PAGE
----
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City of Spokane Valley, WA
Liberty Lake budget talks include library shift, revisiting golf course


News Editor



The clock was running on public comments – and the Liberty Lake budget – at Tuesday night’s City Council meeting.

The third public hearing on the 2011 municipal budget held citizens to a strict three-minute guideline in an effort to reverse a recent trend at the City Hall podium which found some residents going well beyond the established timeline when expressing concerns over the financial blueprint for next year. By the end of the evening, one City Council member had left in frustration over the ruling on community input, while the remaining representatives of governing board agreed to hold a special meeting next Tuesday to continue the discussion.

The 2011 must be approved by Dec. 31.
Former Mayor Steve Peterson continued his criticism of the fiscal approach for 2011, questioning the validity of an advertised $700,000 deficit as well as the city’s claims to have reduced spending by $1.3 million.
“I’ve seen hyperbole of talk in regards to the deficit of $700,000 for next year and a savings of $1.3 million,” Peterson said. “I don’t see it in the budget.”

Peterson – who served as mayor from 2001 to 2007 when he lost a re-election bid to current mayor Wendy Van Orman – also detailed the impact of a utility tax and property tax lid lift that will go into effect next year. Liberty Lake residents will pay a 6-percent fee on phone, cable, gas and electric services. The increase is expected to generate some $825,000 annually. The rate of property tax will go from $1.55 per assessed $1,000 to $1.72 per 1,000 in 2011.

Peterson said the utility tax will impact his household to the tune of $449 next year while the shift in property tax will mean another $75.

“That’s a 72-percent increase from what I’m paying this year,” he said.
Van Orman countered Peterson’s statements about misleading numbers by stating “there were a few things we didn’t know” when a preliminary budget was organized in early November. The city had set aside space for the potential loss of funds had statewide initiatives 1100 and 1105 both passed. Failure of both ballot measures last month will mean a continuation of tax revenue. Other funds have also emerged since the first budget draft, including nearly $19,000 that would have gone to mayor and council pay raises as well as another $37,822 in levied bank capacity.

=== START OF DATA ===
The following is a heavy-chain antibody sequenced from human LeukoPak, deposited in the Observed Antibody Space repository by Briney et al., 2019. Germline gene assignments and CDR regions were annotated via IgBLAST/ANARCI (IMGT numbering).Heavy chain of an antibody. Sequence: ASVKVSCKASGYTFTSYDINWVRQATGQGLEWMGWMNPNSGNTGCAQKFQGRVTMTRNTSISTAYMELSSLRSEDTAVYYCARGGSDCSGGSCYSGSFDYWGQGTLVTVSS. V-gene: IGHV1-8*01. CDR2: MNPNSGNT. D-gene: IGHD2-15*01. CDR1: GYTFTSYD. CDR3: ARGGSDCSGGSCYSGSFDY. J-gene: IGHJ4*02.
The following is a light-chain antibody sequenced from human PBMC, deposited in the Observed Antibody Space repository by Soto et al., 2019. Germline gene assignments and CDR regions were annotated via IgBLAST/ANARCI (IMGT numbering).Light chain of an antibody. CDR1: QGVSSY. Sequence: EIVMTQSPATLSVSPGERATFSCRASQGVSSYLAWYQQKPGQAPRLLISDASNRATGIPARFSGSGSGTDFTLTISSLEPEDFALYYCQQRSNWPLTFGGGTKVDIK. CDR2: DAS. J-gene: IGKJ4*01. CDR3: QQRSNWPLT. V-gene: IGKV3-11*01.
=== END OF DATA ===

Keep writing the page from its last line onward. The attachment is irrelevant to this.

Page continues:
After Peterson reached his three-minute public comment limit, resident John Mellick said he would donate his three minutes so that the former mayor could continue. After a proposal was raised to have other citizens bestow their time to Peterson, Van Orman called an end to the idea.

Shortly after, Council Member Susan Schuler – who had expressed support for Peterson being allowed to finish his remarks – left the meeting. Schuler and fellow Council Member Odin Langford both questioned some of the figures included in the mayor’s budget at various points throughout the evening.

“I feel, if someone has gone through the budget and found things we haven’t found, we should hear those people and take that under consideration,” Schuler said.

John Loucks, president of the Liberty Lake Library Board, followed Peterson and continued his appeal for the city to consider increasing the allotment for the library in 2011 from the $319,000 as stated in the mayor’s budget to the board’s revised request for just over $350,000. The board had originally asked for $411,000.

Mayor Pro Tem David Crump, a member of the city’s finance committee along with Langford and Council Member Josh Beckett, said the committee is recommending a budget of $340,000 for the library that would include an adjustment of $38,132 in utility costs and insurance. At the Nov. 16 council meeting, Loucks had argued that the library’s financial obligation in both areas should be proportionate to the amount of space it occupies in a building shared by the police department.

Crump added that the new budget numbers do not reflect a 10-percent decrease in staff salaries – a concession proposed by Loucks earlier in the month. Library hours would go from 46 to 40 per week under the plan while the two full-time positions, including that of Librarian Pamela Mogen, would be retained.

Meanwhile, it appears that representatives of the city-owned golf course, Trailhead at Liberty Lake, will have an opportunity to make an appeal for budget reconsideration similar to the one offered by the library. The course closed on Nov. 12 based on a directive in the preliminary budget to install a seasonal schedule.

Van Orman said she had spoken with both Mollie Thola, Trailhead manager and pro, as well as maintenance director Ron Knudsen about alternative ideas for the venue since the Nov. 16 council meeting. However, a presentation was not provided on Tuesday because the mayor indicated that Thola and Knudsen would need to abide by the three-minute citizen comment limit “since they are different from the library board and don’t have a spokesperson.”

Van Orman said Tuesday that she would speak to Thola and Knudsen about offering a presentation to the council during budget deliberations this month.
The City Council will hold a special meeting on Tuesday, Dec. 14, at City Hall beginning at 6 p.m. A public hearing on the budget will be included on the agenda.

TheSpokane Valley News Herald
is the City of Spokane Valley, Washington's official Newspaper. The City Council of the City of Spokane Valley, Washington named the Spokane Valley News Herald as the city's "official" newspaper. The designation means the Spokane Valley News Herald will publish the city's legal notices on a contract basis for one year.

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